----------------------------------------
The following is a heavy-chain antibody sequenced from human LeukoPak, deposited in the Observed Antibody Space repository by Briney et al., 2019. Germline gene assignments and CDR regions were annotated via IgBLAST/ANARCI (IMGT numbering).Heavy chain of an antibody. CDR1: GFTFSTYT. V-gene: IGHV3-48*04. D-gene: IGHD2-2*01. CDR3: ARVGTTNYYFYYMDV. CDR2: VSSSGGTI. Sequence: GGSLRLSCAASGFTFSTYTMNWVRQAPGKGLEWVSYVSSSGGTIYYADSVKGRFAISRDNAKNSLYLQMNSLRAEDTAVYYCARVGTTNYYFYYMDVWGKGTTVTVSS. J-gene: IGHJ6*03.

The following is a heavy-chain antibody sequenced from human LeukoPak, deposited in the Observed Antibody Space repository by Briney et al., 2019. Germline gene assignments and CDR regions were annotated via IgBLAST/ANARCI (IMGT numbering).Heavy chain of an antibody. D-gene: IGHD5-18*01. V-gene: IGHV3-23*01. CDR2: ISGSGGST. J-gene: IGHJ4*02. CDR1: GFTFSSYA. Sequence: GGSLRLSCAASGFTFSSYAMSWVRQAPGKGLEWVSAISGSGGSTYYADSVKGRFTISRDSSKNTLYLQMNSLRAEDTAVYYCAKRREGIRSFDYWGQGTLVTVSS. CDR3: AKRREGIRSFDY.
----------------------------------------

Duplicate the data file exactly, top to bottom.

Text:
The following is a heavy-chain antibody sequenced from human LeukoPak, deposited in the Observed Antibody Space repository by Briney et al., 2019. Germline gene assignments and CDR regions were annotated via IgBLAST/ANARCI (IMGT numbering).Heavy chain of an antibody. CDR1: GFTFSTYT. V-gene: IGHV3-48*04. D-gene: IGHD2-2*01. CDR3: ARVGTTNYYFYYMDV. CDR2: VSSSGGTI. Sequence: GGSLRLSCAASGFTFSTYTMNWVRQAPGKGLEWVSYVSSSGGTIYYADSVKGRFAISRDNAKNSLYLQMNSLRAEDTAVYYCARVGTTNYYFYYMDVWGKGTTVTVSS. J-gene: IGHJ6*03.

The following is a heavy-chain antibody sequenced from human LeukoPak, deposited in the Observed Antibody Space repository by Briney et al., 2019. Germline gene assignments and CDR regions were annotated via IgBLAST/ANARCI (IMGT numbering).Heavy chain of an antibody. D-gene: IGHD5-18*01. V-gene: IGHV3-23*01. CDR2: ISGSGGST. J-gene: IGHJ4*02. CDR1: GFTFSSYA. Sequence: GGSLRLSCAASGFTFSSYAMSWVRQAPGKGLEWVSAISGSGGSTYYADSVKGRFTISRDSSKNTLYLQMNSLRAEDTAVYYCAKRREGIRSFDYWGQGTLVTVSS. CDR3: AKRREGIRSFDY.